Up in the Air

Movies
2 out of 5 stars
Up in the Air

Time Out says

2 out of 5 stars

Though typically distinguished by good performances, the work of director Jason Reitman is a rancid mixture of acid and sugar, each element working to cancel the other out so that you’re never entirely put off by either the fashionably acrid bitterness or the conventional Hollywood sap. It’s bad enough that he has a depressingly pedestrian visual sense and relies too heavily on strummy musical montages—his films also purport to sum up, and half-assedly at that, The Times in Which We Live.

Reitman has checked off Big Tobacco (Thank You for Smoking) and Abortion (Juno); with Up in the Air, he tackles the Recession. Ryan Bingham (Clooney, dashing as ever) is a Grade A dickhead with a movie star’s countenance. He jets into select cities to downsize staffers at white-collar institutions, and Reitman films his routines with a weird sense of shock and awe, cannily playing on audience sympathies. (When Bingham packs his suitcase, he might be a ninja tossing shuriken at invisible enemies.)

Then the hatchet man meets Alex (Farmiga), a fellow frequent flyer who’s as myopically focused as he is. It would almost be enough to alternate Bingham’s firing sessions with the duo’s smoldering layover trysts, making for the kind of profoundly crude farce that Billy Wilder excelled at.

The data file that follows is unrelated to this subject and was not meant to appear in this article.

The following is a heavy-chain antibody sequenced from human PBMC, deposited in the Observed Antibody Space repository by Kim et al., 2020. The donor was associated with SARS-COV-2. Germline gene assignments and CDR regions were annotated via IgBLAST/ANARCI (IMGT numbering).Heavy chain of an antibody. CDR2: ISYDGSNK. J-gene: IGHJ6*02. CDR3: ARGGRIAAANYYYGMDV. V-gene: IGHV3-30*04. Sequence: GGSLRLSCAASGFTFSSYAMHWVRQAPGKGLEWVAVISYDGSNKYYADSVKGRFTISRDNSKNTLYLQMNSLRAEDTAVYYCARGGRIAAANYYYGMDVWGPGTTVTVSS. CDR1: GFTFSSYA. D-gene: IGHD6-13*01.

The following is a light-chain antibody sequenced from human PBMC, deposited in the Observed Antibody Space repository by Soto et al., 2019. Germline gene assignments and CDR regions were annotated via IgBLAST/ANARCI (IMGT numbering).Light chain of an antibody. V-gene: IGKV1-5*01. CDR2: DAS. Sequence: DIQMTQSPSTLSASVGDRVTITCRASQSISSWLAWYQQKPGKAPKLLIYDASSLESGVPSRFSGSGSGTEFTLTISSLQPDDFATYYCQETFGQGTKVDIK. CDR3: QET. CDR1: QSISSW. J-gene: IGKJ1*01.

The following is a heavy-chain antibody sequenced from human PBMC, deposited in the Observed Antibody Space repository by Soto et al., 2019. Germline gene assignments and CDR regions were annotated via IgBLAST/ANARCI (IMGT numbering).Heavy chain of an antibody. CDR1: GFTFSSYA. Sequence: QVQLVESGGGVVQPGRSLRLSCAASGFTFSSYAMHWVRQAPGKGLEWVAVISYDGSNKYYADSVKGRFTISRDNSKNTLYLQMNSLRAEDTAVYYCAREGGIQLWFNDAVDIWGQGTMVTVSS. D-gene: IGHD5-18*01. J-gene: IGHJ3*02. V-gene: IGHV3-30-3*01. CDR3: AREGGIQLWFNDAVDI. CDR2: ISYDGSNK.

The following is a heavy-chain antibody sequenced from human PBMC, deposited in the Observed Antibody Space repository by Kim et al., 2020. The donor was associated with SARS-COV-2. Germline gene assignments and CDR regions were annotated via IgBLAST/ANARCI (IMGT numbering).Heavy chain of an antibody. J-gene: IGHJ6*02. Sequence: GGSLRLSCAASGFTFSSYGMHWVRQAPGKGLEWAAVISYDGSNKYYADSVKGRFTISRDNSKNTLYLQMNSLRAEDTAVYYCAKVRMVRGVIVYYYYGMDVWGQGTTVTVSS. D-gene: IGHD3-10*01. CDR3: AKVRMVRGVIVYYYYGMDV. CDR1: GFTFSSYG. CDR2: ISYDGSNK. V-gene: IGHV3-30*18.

Yet there’s a silly side plot about a stiff-shirted up-and-comer (Kendrick) who becomes Bingham’s unwitting protg. The steady stream of familiar faces among the unemployed (Zach Galifianakis, J.K. Simmons, etc.) is distracting. And Reitman, who also cowrote the screenplay, feels the constant need to “deepen” his characters, granting them wants and motivations—especially during the moralistic third act—that are totally alien to how they’re initially portrayed.—Keith Uhlich

Opens Fri.

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